Sunday, 23 December 2007

Bomb threat!

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Well, an interesting start to the day; after being really very unwell yesterday I am merely feeling under the weather now and I elected to head off to ring the bells for the last time before Christmas (I don't do campanology on Christmas day - I stay at home with my family).

First of all I had to nuke the children's hair. One of the biggest problems with school age children is nits. I can completely strip the eldest child's head of lice and eggs (they show up very clearly in her very blonde hair) and the next night she is crawling with them again. My approach to this is that I empty her head of them every night - it is strange having a child with lice but no eggs - and then at half terms and school holidays I nuke them.

Things have changed a lot since I was a boy and a bit of orange smelling shampoo killed off a headful of lice. These days those weaker lice are all dead and what remains is a super breed. I have tried many, many products, from the full on chemical attack through to hippy remedies and electric combs and trust me, 12 hours of prioderm is the only thing which kills the eggs, at least of our Exeter lice.

Lice are the bane of any parent's existence and anyone who tells you that their children never et them and stand aloof is either a liar or is too idle to check their children. Excluding the common cold for a moment, head lice infestation is a more common infestation all the other childhood communicable conditions combined with around 20 million people suffering at least one infestation each year.

Anyway, this done I defrosted the car and toddled off to church. When I got there, after accidentally thoroughly scaring a young mother who had left her lights on - in the early morning mist I thought it was my light reflecting on her car and proceeded to flash my lights in an attempt to extinguish them, following which Marky turned up and we walked towards the church past her car, at which she sent her child running off and locked herself in the vehicle - I found that the church was still locked.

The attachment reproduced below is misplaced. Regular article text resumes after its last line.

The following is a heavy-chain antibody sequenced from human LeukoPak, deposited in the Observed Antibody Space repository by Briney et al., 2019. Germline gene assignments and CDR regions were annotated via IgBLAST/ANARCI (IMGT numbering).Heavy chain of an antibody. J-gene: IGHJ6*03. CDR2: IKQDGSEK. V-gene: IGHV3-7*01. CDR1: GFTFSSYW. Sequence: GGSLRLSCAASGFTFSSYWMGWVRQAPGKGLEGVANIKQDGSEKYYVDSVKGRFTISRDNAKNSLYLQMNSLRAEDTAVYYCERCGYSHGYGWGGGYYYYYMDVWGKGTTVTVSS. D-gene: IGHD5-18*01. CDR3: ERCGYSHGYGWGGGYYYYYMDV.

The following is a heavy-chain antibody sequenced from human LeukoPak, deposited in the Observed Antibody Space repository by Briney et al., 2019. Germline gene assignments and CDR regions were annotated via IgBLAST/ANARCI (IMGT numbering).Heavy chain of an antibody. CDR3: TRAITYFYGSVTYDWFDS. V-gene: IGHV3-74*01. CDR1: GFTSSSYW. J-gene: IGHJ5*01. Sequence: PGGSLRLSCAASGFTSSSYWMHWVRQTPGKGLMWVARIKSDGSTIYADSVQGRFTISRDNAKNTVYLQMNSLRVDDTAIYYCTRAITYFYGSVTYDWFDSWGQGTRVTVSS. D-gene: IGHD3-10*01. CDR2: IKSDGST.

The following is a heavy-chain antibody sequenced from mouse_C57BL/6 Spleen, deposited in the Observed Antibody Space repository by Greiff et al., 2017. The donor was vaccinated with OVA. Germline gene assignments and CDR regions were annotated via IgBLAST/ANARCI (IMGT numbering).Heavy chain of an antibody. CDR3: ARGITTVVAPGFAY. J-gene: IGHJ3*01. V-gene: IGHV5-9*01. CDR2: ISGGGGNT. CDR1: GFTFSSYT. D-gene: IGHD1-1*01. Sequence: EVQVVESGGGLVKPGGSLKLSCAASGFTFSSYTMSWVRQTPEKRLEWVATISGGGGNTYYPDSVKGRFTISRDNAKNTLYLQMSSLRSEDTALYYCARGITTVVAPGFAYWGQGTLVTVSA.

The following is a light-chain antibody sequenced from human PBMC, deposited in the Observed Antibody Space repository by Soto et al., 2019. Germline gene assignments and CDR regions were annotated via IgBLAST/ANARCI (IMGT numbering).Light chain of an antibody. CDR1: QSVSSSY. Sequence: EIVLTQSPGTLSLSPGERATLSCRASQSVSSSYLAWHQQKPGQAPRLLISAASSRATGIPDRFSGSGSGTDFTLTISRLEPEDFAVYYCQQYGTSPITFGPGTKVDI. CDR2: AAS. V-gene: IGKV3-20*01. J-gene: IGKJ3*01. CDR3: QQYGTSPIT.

Now, there is a rumour that there is a key hidden somewhere for the outside toilet, but I have never found it. I proposed, since the graveyard was already being used as a urinal by our resident retired policeman, to try once again to locate it. Instead I found a bomb.

Lent up against the rear door of the church, held in place with a rock, was what appeared to be 7 candles, held together in a roll by some string and coated in red wax. Poking out of the top of this was a fuse. To begin with I though that this eas merely some sort of toy, but when I cut the wax away with my trusty Opinel I found what resembled thunder flashes inside.

Now, explosives on their own are not going to do a whole heap of damage, but this was a fair old size - about the size of a 500ml can of McEwen's 80/ (and not at all the size of any other canned beer at all, ever, no siree) or, indeed, 7 full sized candles - so it could potentially start a fire or put out the church window or, at the very least, throw the rock on top of it a goodly distance.